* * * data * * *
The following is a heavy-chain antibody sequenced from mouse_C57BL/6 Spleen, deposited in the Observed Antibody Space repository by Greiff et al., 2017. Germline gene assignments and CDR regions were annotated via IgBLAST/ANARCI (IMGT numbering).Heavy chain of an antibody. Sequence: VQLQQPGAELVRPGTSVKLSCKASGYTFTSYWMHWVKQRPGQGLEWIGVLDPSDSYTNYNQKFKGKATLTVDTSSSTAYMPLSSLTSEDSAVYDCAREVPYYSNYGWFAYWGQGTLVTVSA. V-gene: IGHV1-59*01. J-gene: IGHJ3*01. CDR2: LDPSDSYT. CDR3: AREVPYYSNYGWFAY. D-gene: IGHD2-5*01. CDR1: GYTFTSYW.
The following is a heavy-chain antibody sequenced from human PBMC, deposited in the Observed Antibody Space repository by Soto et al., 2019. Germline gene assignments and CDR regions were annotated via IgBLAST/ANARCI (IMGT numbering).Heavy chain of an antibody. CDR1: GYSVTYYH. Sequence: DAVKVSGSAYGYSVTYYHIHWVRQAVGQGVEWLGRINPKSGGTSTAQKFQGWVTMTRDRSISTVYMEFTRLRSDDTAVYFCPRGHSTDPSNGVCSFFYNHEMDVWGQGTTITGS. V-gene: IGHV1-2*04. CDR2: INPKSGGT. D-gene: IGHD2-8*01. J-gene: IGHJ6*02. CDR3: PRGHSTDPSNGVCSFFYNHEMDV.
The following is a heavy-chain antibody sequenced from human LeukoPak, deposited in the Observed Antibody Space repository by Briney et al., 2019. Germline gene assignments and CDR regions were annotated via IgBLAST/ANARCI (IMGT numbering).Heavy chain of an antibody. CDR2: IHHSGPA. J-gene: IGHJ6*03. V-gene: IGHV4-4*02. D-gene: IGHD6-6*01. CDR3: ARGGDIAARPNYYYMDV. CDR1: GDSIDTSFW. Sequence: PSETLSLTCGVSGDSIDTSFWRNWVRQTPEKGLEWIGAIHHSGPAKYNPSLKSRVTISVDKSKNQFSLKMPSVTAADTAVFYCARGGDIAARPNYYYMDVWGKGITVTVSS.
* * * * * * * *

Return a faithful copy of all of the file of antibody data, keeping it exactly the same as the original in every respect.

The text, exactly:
The following is a heavy-chain antibody sequenced from mouse_C57BL/6 Spleen, deposited in the Observed Antibody Space repository by Greiff et al., 2017. Germline gene assignments and CDR regions were annotated via IgBLAST/ANARCI (IMGT numbering).Heavy chain of an antibody. Sequence: VQLQQPGAELVRPGTSVKLSCKASGYTFTSYWMHWVKQRPGQGLEWIGVLDPSDSYTNYNQKFKGKATLTVDTSSSTAYMPLSSLTSEDSAVYDCAREVPYYSNYGWFAYWGQGTLVTVSA. V-gene: IGHV1-59*01. J-gene: IGHJ3*01. CDR2: LDPSDSYT. CDR3: AREVPYYSNYGWFAY. D-gene: IGHD2-5*01. CDR1: GYTFTSYW.
The following is a heavy-chain antibody sequenced from human PBMC, deposited in the Observed Antibody Space repository by Soto et al., 2019. Germline gene assignments and CDR regions were annotated via IgBLAST/ANARCI (IMGT numbering).Heavy chain of an antibody. CDR1: GYSVTYYH. Sequence: DAVKVSGSAYGYSVTYYHIHWVRQAVGQGVEWLGRINPKSGGTSTAQKFQGWVTMTRDRSISTVYMEFTRLRSDDTAVYFCPRGHSTDPSNGVCSFFYNHEMDVWGQGTTITGS. V-gene: IGHV1-2*04. CDR2: INPKSGGT. D-gene: IGHD2-8*01. J-gene: IGHJ6*02. CDR3: PRGHSTDPSNGVCSFFYNHEMDV.
The following is a heavy-chain antibody sequenced from human LeukoPak, deposited in the Observed Antibody Space repository by Briney et al., 2019. Germline gene assignments and CDR regions were annotated via IgBLAST/ANARCI (IMGT numbering).Heavy chain of an antibody. CDR2: IHHSGPA. J-gene: IGHJ6*03. V-gene: IGHV4-4*02. D-gene: IGHD6-6*01. CDR3: ARGGDIAARPNYYYMDV. CDR1: GDSIDTSFW. Sequence: PSETLSLTCGVSGDSIDTSFWRNWVRQTPEKGLEWIGAIHHSGPAKYNPSLKSRVTISVDKSKNQFSLKMPSVTAADTAVFYCARGGDIAARPNYYYMDVWGKGITVTVSS.